Our finding that high levels of oxygen promote column trophoblast proliferation is inconsistent with previous studies investigating the role of hypoxia in anchoring column biology (Caniggia et al., 2000; Genbacev et al., 1997). However, in agreement with our findings, James et al. reported that explant columns cultured in 8% oxygen have increased trophoblast cellularity compared with columns exposed to 1.5% oxygen (James et al., 2006). Moreover, there appears to be consistent agreement that exposure to low oxygen leads to greater column outgrowth, where oxygen tension levels between 1% and 5% consistently generate larger columns than atmospheric oxygen conditions (Caniggia et al., 2000; James et al., 2006). However, dissecting how enhanced column outgrowth is achieved, i.e. via greater cell proliferation within the column or through increased trophoblast migration and invasion, is still not completely resolved. Indeed, although our data suggests that low oxygen promotes an EVT phenotype and enhances molecular pathways related to cell-ECM remodelling, we did not directly examine whether low oxygen affects EVT invasion. Our findings and the findings of others (Wakeland et al., 2017) suggest that low oxygen promotes the differentiation of immature EVT, whereas higher oxygen gradients spur the maturation of terminally differentiated EVT and promote EVT-related processes like cell invasion. Because oxygen gradients in vivo are not abrupt, but rather follow a gradual rise in oxygen between the proximal region of the anchoring column to well-vascularized areas of the decidua, previous studies showing a role for elevated levels of oxygen in promoting EVT functions are consistent with the paradigm that low oxygen promotes immature EVT formation whereas higher levels of oxygen complete the EVT differentiation process (Chang et al., 2018). The stark differences on the effect of oxygen levels in regulating trophoblast proliferation within explant columns between various studies is difficult to explain, but may stem from differences in media composition, the matrix substratum used in explant cultures, subtle variations in oxygen tension and the gestational age of placental tissues/cells used for establishing explant cultures. Future studies will need to specifically re-examine how differing levels of oxygen impact column cell proliferation.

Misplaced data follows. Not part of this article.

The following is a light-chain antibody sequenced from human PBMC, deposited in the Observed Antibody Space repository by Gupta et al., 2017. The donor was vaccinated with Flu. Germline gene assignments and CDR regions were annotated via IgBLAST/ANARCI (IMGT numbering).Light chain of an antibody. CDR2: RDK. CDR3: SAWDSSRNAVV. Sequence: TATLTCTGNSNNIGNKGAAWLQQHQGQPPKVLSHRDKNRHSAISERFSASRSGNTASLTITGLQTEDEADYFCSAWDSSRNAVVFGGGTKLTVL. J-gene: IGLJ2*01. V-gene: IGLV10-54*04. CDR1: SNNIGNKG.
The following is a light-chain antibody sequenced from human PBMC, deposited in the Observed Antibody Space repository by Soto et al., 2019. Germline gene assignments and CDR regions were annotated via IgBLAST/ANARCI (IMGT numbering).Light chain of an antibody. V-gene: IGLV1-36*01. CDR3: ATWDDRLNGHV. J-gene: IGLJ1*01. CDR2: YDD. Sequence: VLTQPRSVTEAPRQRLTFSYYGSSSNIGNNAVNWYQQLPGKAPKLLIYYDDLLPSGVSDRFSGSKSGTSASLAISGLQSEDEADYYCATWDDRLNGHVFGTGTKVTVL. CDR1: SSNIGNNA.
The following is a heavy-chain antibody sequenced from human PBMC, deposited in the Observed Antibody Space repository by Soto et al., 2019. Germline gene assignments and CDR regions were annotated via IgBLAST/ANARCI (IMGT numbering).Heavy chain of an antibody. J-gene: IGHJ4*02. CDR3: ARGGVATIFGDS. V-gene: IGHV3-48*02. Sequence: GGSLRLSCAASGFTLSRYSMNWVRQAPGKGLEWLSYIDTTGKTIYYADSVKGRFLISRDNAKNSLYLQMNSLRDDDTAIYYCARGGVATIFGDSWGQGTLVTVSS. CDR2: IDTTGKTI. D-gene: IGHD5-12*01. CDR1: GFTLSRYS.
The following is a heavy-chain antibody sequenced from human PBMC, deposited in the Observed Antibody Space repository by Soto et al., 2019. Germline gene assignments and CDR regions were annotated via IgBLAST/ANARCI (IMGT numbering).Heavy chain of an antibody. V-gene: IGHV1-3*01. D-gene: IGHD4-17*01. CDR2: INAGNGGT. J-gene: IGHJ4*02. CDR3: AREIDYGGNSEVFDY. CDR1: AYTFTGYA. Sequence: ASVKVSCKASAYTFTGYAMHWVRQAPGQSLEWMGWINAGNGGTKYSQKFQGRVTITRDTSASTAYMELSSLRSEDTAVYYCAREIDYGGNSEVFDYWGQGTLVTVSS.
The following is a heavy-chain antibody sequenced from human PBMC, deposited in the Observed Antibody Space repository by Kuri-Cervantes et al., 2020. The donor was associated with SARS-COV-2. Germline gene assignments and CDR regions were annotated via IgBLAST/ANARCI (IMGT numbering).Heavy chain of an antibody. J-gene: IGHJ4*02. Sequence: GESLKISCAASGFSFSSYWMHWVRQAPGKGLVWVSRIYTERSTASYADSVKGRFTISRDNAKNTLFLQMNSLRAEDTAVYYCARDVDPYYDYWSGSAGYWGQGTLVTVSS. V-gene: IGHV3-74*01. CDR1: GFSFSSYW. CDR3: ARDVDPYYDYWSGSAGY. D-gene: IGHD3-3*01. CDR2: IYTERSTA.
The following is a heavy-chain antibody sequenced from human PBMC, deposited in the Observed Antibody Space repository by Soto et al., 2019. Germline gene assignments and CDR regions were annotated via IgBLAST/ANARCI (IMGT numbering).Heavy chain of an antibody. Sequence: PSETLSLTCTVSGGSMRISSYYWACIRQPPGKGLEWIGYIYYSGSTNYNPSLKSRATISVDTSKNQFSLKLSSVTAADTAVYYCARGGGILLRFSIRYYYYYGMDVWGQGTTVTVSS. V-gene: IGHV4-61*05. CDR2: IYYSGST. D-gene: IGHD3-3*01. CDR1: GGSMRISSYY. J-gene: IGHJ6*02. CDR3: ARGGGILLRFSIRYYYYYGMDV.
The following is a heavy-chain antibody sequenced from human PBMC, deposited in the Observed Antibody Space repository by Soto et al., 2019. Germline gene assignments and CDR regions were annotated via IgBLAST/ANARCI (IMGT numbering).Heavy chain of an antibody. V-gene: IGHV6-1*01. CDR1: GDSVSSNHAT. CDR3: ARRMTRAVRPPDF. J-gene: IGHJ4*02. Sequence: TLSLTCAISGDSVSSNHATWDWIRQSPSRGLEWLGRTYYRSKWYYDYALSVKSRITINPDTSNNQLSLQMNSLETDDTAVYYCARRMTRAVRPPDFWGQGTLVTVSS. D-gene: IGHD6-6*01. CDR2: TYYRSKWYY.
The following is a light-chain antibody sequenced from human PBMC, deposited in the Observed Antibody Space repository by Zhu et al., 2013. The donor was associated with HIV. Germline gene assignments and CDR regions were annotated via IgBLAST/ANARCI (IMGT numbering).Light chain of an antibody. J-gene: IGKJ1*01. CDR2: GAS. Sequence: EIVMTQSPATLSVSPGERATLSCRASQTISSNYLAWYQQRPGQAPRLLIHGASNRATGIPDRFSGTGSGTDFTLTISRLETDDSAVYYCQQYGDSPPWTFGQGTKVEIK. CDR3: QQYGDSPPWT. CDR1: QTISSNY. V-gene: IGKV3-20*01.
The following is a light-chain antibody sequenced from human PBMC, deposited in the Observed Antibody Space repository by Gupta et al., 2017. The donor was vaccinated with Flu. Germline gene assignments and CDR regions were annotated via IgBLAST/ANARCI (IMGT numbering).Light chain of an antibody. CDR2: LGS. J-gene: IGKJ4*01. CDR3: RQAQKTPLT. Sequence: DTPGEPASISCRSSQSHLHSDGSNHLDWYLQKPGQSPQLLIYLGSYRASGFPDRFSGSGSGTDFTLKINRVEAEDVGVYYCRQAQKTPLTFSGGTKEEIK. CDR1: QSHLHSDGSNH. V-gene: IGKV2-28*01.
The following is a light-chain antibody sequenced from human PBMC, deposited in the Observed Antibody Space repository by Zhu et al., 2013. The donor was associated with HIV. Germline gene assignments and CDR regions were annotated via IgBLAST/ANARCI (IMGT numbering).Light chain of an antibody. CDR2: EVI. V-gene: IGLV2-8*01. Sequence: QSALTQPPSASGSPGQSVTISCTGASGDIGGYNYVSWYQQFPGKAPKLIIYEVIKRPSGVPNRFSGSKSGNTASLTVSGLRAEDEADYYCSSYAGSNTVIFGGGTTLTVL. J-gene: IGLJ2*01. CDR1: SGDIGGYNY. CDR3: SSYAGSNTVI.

Our finding that LOX expression was consistently highly upregulated in both 1% and 5% column trophoblasts compared with those cultured in 20% oxygen indicates that LOX-related processes are important in placental development and trophoblast column biology. Although a role of LOX in column formation has not been previously reported, the importance of LOX in tumourigenesis is known, in which elevated LOX associates with numerous types of cancers and LOX activity promotes tumour cell metastasis (Cox et al., 2015; Di Stefano et al., 2016). Further, previous reports do provide evidence that LOX expression is restricted to column trophoblasts (Segond et al., 2013) and promotes cell invasion of a trophoblast cell line (Xu et al., 2019). This later finding is consistent with the association of LOX expression and the EVT phenotype. Aldehydes produced by LOX-directed oxidation of lysine residues within collagen and elastin facilitate collagen/elastin cross-linking and stability, which in turn provide a structural lattice for cell movement (Kim et al., 2014). That LOX expression is greatest within both PCT and DCT is interesting, as PCT are not considered to be migratory. Nonetheless, it is likely that creating an appropriate substratum scaffold via LOX-directed collagen crosslinking may contribute to column stability and provide a platform for EVT outgrowth. How or whether LOX affects anchoring column establishment or EVT differentiation was not sufficiently addressed in this study. We provide some evidence that impairment in LOX expression leads to a reduction in α5-integrin, an immature EVT marker; however, LOX silencing also results in reduced EGFR, a CTB marker. Thus, the role of LOX in controlling trophoblast differentiation requires further study, and future work utilizing newly-derived trophoblast organoids (Haider et al., 2018; Turco et al., 2018) and trophoblast stem cells (Okae et al., 2018) will allow for validation of our findings and may allow for deep mechanistic examination of LOX and the EVT pathway.